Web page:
6 different grips
6 different grips that the child can use to practice fine motor skills. Five finger- , precision-, thumb- and transverse grip are a much more useful grip than the “whole hand grip” that a lot of childrens spoons invite to.
The child trains his fingers instead of the arm and gives an intuitive transition from eating with his hands. The hole in the Spoon provides contact between the thumb and index finger for increased stability, and if the child wants it, it may put their thumb or index finger for a secure grip.
- 6 months: The child is eating with his hands.
- 9 months: The child begins to pick peas, crumbs, etc. between the index finger and the thumb.Child holds spoon during feeding. Encourage child’s own eating. Use thumb or finger grips.
- 12 months: Children have develop their fine motor skills and can start to eat byt themselves with the twizer or precision grip.
- 18 months: The child is eating using fine motorskills with varying grips. Done wiping floor, child can now eat!*
(*Children’s development varies, a lot! Just encourage, encourage, encourage! Remember it is about nutrition and dexterity training, the mess is inevitable, and good!)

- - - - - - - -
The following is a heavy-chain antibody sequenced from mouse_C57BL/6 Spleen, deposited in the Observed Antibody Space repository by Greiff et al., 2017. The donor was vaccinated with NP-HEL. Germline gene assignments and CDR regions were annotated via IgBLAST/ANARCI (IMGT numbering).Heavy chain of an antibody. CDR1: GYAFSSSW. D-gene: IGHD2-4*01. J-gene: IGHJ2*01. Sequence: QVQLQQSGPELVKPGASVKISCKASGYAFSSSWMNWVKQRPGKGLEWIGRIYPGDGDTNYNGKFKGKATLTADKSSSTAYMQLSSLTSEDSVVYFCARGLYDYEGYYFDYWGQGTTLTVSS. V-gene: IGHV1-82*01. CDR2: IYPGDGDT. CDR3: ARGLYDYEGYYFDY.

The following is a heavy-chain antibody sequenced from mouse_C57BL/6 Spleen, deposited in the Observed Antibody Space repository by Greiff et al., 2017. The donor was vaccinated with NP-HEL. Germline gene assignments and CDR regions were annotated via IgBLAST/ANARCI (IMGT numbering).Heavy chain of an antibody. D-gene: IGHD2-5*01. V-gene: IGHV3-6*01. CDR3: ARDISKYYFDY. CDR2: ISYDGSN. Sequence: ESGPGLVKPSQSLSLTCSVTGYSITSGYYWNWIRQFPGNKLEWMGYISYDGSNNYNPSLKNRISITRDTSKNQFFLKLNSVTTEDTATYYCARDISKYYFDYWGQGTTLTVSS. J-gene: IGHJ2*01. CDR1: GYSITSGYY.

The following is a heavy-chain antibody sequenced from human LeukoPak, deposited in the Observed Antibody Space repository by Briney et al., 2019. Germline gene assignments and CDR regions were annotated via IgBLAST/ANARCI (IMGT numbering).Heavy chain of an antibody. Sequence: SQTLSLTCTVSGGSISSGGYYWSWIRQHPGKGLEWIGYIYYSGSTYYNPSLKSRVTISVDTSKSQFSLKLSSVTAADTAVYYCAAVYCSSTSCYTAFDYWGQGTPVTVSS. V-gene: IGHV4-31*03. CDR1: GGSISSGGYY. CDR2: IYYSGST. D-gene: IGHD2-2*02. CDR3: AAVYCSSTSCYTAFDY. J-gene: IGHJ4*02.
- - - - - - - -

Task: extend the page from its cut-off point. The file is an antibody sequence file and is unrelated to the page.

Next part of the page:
A: The spoon is flat vertically, which encourages the precision / tweezers grip.
B: The hole allows thumb- and transverse finger grip.
C: Possibility of more grip, key, five finger and transverse volar grip
D: The spoon is angled upwards to more easily extract the food from the bowl. Most of the time, it is usually lost immediately when it comes out of the bowl.
E: The beak provides extra support inside the hand
F: The spoon is really stretched so that the child can easily get the food on the spoon
G: Low weight (4 grams), small size that fits children’s small fingers
At least six different grips
Transverse Finger Grip
Transverse Volaric Grip
Five Finger Grip
Lateral Precision Grip